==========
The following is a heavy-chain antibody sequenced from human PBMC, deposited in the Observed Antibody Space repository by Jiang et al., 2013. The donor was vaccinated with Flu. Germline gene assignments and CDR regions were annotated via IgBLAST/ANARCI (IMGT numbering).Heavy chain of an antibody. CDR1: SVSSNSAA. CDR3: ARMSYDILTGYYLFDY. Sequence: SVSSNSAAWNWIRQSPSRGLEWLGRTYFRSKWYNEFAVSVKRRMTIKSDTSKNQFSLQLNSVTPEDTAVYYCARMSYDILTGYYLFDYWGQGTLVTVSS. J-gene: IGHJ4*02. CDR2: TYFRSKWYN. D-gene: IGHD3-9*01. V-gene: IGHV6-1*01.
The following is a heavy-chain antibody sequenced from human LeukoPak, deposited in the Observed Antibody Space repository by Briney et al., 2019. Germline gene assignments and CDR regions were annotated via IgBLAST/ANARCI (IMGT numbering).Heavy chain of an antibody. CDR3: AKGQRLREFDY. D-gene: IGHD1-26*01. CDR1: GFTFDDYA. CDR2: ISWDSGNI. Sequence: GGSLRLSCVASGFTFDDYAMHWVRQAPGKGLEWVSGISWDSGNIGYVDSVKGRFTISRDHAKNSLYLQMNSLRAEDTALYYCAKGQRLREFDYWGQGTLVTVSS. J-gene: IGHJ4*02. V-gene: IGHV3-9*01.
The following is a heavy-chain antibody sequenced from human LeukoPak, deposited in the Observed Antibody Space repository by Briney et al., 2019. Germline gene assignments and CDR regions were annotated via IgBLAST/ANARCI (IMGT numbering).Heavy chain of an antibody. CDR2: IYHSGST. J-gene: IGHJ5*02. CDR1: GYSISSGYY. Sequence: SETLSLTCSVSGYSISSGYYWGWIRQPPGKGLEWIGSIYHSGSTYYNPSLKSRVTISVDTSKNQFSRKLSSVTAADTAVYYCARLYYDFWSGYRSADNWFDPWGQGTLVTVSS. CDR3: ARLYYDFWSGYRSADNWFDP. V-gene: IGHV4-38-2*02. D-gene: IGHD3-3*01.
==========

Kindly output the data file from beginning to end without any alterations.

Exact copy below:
The following is a heavy-chain antibody sequenced from human PBMC, deposited in the Observed Antibody Space repository by Jiang et al., 2013. The donor was vaccinated with Flu. Germline gene assignments and CDR regions were annotated via IgBLAST/ANARCI (IMGT numbering).Heavy chain of an antibody. CDR1: SVSSNSAA. CDR3: ARMSYDILTGYYLFDY. Sequence: SVSSNSAAWNWIRQSPSRGLEWLGRTYFRSKWYNEFAVSVKRRMTIKSDTSKNQFSLQLNSVTPEDTAVYYCARMSYDILTGYYLFDYWGQGTLVTVSS. J-gene: IGHJ4*02. CDR2: TYFRSKWYN. D-gene: IGHD3-9*01. V-gene: IGHV6-1*01.
The following is a heavy-chain antibody sequenced from human LeukoPak, deposited in the Observed Antibody Space repository by Briney et al., 2019. Germline gene assignments and CDR regions were annotated via IgBLAST/ANARCI (IMGT numbering).Heavy chain of an antibody. CDR3: AKGQRLREFDY. D-gene: IGHD1-26*01. CDR1: GFTFDDYA. CDR2: ISWDSGNI. Sequence: GGSLRLSCVASGFTFDDYAMHWVRQAPGKGLEWVSGISWDSGNIGYVDSVKGRFTISRDHAKNSLYLQMNSLRAEDTALYYCAKGQRLREFDYWGQGTLVTVSS. J-gene: IGHJ4*02. V-gene: IGHV3-9*01.
The following is a heavy-chain antibody sequenced from human LeukoPak, deposited in the Observed Antibody Space repository by Briney et al., 2019. Germline gene assignments and CDR regions were annotated via IgBLAST/ANARCI (IMGT numbering).Heavy chain of an antibody. CDR2: IYHSGST. J-gene: IGHJ5*02. CDR1: GYSISSGYY. Sequence: SETLSLTCSVSGYSISSGYYWGWIRQPPGKGLEWIGSIYHSGSTYYNPSLKSRVTISVDTSKNQFSRKLSSVTAADTAVYYCARLYYDFWSGYRSADNWFDPWGQGTLVTVSS. CDR3: ARLYYDFWSGYRSADNWFDP. V-gene: IGHV4-38-2*02. D-gene: IGHD3-3*01.